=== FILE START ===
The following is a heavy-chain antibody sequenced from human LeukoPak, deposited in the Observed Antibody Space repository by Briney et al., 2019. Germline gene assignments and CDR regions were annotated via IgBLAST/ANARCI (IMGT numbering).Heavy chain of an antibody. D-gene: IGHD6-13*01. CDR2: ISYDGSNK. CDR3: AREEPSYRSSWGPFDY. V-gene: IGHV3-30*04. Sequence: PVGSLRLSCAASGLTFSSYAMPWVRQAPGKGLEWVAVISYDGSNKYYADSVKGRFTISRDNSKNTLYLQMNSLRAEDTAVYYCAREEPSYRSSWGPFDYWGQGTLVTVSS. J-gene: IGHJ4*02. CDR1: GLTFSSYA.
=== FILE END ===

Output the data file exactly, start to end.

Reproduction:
The following is a heavy-chain antibody sequenced from human LeukoPak, deposited in the Observed Antibody Space repository by Briney et al., 2019. Germline gene assignments and CDR regions were annotated via IgBLAST/ANARCI (IMGT numbering).Heavy chain of an antibody. D-gene: IGHD6-13*01. CDR2: ISYDGSNK. CDR3: AREEPSYRSSWGPFDY. V-gene: IGHV3-30*04. Sequence: PVGSLRLSCAASGLTFSSYAMPWVRQAPGKGLEWVAVISYDGSNKYYADSVKGRFTISRDNSKNTLYLQMNSLRAEDTAVYYCAREEPSYRSSWGPFDYWGQGTLVTVSS. J-gene: IGHJ4*02. CDR1: GLTFSSYA.